- the NBC sitcom "The Office"
My wife and I have six children: five outside the womb, and one coming in September.
I kid you not, we always get compliments from waitresses, strangers, and friends about how well behaved our children are. It never gets old, despite how often we hear it.
I take zero credit for that. Seriously. My wife, Brandi, gets all the kudos for our kids' behavior. She's with them all day, every day. She instills the fear of the Lord in them every day. She is in the trenches, doing mommy stuff that involves correction, discipline, and teaching. Sure, I help some, but she's the one who has made all the difference in their lives.
So occasionally we get the questions, "How are your kids so good?" I'll offer a few practicals here, so take them for what they're worth! (These are in no particular order.)
- So point number one here is that our kids aren't perfect. Not even close. They're flesh-filled sinners just like anyone else. They have to be disciplined. They have to be corrected. They have to be taught to die to their sinful desires. It's a daily thing, really.
- Point number two is that Brandi and I aren't simply about behavior modification. We don't want good kids who have no heart for God. We want kids who love God with everything, and whose good behavior comes from a heart attitude, not from external force or fear. We have a long way to go here, but we're on our way.
- We have kept them, by and large, from TV. We don't have cable. If we want to watch something on our TV I have to go outside, grab the cable that goes to the antenna on our house, open the window by our TV, and then plug it into the TV. We purposefully make it a cumbersome task. (Only did it, I think, about 3 or 4 times last year in order to watch some Baylor football.) Our house is filled with the sweet silence of zero TV noise. It's a great feeling. Very peaceful. We also have not allowed them access to violent games, handheld Internet devices, or questionable books.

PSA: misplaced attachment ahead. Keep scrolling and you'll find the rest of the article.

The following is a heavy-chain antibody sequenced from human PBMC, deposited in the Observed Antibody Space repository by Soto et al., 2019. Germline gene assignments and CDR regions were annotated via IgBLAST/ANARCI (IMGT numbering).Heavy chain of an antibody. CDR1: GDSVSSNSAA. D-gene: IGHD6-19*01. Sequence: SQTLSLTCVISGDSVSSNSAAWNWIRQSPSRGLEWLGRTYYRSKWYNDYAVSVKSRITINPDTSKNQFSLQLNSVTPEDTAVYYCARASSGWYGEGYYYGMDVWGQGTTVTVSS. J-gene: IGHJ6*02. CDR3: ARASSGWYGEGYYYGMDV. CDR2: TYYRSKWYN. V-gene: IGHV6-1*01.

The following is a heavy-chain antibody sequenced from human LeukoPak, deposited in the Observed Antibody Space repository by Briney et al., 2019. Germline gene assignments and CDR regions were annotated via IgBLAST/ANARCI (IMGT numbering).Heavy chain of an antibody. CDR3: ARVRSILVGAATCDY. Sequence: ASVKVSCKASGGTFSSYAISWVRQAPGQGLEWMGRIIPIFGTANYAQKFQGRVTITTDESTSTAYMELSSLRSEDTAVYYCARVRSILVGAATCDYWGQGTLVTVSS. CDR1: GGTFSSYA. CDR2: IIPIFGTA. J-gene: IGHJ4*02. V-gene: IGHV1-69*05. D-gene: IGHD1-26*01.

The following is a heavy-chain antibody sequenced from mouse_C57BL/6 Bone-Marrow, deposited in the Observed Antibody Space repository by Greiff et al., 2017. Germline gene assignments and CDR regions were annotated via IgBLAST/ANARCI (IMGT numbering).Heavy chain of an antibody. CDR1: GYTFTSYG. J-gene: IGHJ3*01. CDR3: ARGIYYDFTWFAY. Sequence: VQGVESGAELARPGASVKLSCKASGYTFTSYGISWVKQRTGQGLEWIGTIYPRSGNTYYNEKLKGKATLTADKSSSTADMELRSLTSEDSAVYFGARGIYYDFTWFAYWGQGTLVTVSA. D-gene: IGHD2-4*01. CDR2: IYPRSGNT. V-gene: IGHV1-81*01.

- We have been very intentional about who our friends are and who their friends are. There is no going over to Billy Bob's house unless we know exactly who Billy Bob is and who is parents are -- even then, it is not guaranteed. Do not be deceived, evil company corrupts good habits. <-- Paul said that.
- For the most part we eat dinner together every night, around the table.
- We go to church every weekend, have home group every week too, and try to do ministry as a family whenever we can. All of those things build a strong family identity, based around Jesus.
- My wife and I are in the Word every morning. We pray, read scripture, and try to obey what He's saying. Our kids see that. We have also required them to spend time with God and to memorize scripture passages. I think Brandi has recently had them completely memorize the first two chapters of James.
- We recognize that we are in Babylon. That's a good first step in understanding what to do about the fact that we live in that kind of culture.
- We homeschool them. I realize this is not for everyone, but for us it's worth the sacrifice.
- We live in the country and have a number of chores that they are responsible for. At last count we had 90-something chickens on our farm, and they are by and large responsible for them. My two oldest boys get up at 6:30 a.m. every day to weed the garden.
- We have kept them well stocked with books, and they know how to request books from the library for us to pick up. Brandi and I both read like crazy, so they are always seeing us read.
I'm sure I'm missing some major points. There is no magic bullet, but if I could just do a couple of things I'd say: 1) Love Jesus (through his church), and 2) minimize media consumption. Those two things will at least give any kid a chance.
I'm sure some parents would see our methods as, perhaps, over the top? I'm not saying we are doing everything right. I know we're not. But in my mind our children are like plants in a garden: they're growing; they're vulnerable. It's up to us to pull the weeds, provide them access to sunshine & water, and to build a fence to keep out the animals.